Angular Momentum and Its Conservation – IP

Read this to understand angular momentum, how torque plays a role, and how angular momentum is conserved without torque.

Angular Momentum and Its Conservation

Why does Earth keep on spinning? What started it spinning to begin with? And how does an ice skater manage to spin faster and faster simply by pulling her arms in? Why does she not have to exert a torque to spin faster? Questions like these have answers based in angular momentum, the rotational analog to linear momentum.

By now the pattern is clear – every rotational phenomenon has a direct translational analog. It seems quite reasonable, then, to define angular momentum L as

L=I \omega

This equation is an analog to the definition of linear momentum as p=mv. Units for linear momentum are \mathrm{kg} \cdot \mathrm{m} / \mathrm{s} while units for angular momentum are \mathrm{kg} \cdot \mathrm{m}^{2} / \mathrm{s}. As we would expect, an object that has a large moment of inertia I, such as Earth, has a very large angular momentum. An object that has a large angular velocity \omega, such as a centrifuge, also has a rather large angular momentum.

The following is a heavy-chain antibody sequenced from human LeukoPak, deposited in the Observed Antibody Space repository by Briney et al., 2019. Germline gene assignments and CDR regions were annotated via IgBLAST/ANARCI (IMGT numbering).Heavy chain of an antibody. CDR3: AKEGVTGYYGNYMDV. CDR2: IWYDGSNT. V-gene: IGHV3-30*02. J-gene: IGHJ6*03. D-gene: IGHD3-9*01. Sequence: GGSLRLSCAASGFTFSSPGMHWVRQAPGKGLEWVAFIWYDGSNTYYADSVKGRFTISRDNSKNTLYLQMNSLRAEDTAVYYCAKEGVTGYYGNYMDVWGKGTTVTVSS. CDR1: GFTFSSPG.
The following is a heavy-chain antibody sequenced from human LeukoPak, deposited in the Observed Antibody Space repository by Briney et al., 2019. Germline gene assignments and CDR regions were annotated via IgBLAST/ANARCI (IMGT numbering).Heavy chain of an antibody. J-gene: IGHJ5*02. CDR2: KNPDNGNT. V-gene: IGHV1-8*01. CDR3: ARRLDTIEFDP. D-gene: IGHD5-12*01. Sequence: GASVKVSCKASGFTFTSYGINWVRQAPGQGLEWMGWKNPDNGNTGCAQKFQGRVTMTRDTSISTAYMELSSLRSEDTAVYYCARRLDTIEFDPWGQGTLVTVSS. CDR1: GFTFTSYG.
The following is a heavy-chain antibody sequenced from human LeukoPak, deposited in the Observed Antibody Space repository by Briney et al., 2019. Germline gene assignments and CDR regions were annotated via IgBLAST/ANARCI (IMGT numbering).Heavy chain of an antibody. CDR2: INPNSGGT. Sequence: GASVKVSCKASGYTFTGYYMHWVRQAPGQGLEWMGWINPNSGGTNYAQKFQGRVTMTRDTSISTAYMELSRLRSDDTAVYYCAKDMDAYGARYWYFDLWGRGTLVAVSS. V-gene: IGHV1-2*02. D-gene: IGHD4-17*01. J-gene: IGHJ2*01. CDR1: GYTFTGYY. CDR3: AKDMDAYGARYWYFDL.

Making Connections

Angular momentum is completely analogous to linear momentum, first presented in Uniform Circular Motion and Gravitation. It has the same implications in terms of carrying rotation forward, and it is conserved when the net external torque is zero. Angular momentum, like linear momentum, is also a property of the atoms and subatomic particles.

Source: Rice University,
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